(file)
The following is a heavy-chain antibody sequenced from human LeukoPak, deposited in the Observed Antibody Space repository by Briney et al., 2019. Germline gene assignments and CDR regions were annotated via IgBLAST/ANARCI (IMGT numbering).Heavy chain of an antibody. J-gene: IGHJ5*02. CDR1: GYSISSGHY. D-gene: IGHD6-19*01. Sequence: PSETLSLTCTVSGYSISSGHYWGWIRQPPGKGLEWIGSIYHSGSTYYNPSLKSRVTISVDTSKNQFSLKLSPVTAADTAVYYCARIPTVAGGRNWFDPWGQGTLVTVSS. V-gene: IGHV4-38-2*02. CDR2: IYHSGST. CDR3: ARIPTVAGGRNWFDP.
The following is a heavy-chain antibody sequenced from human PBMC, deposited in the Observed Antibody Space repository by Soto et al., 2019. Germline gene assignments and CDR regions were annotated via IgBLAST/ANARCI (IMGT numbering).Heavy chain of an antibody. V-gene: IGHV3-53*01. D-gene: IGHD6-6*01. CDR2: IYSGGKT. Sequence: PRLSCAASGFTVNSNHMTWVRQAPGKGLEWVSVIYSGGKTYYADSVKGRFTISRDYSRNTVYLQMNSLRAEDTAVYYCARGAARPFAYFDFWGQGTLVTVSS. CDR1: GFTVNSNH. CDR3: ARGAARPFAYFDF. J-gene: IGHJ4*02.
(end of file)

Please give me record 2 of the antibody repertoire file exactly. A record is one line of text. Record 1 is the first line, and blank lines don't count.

The following is a heavy-chain antibody sequenced from human PBMC, deposited in the Observed Antibody Space repository by Soto et al., 2019. Germline gene assignments and CDR regions were annotated via IgBLAST/ANARCI (IMGT numbering).Heavy chain of an antibody. V-gene: IGHV3-53*01. D-gene: IGHD6-6*01. CDR2: IYSGGKT. Sequence: PRLSCAASGFTVNSNHMTWVRQAPGKGLEWVSVIYSGGKTYYADSVKGRFTISRDYSRNTVYLQMNSLRAEDTAVYYCARGAARPFAYFDFWGQGTLVTVSS. CDR1: GFTVNSNH. CDR3: ARGAARPFAYFDF. J-gene: IGHJ4*02.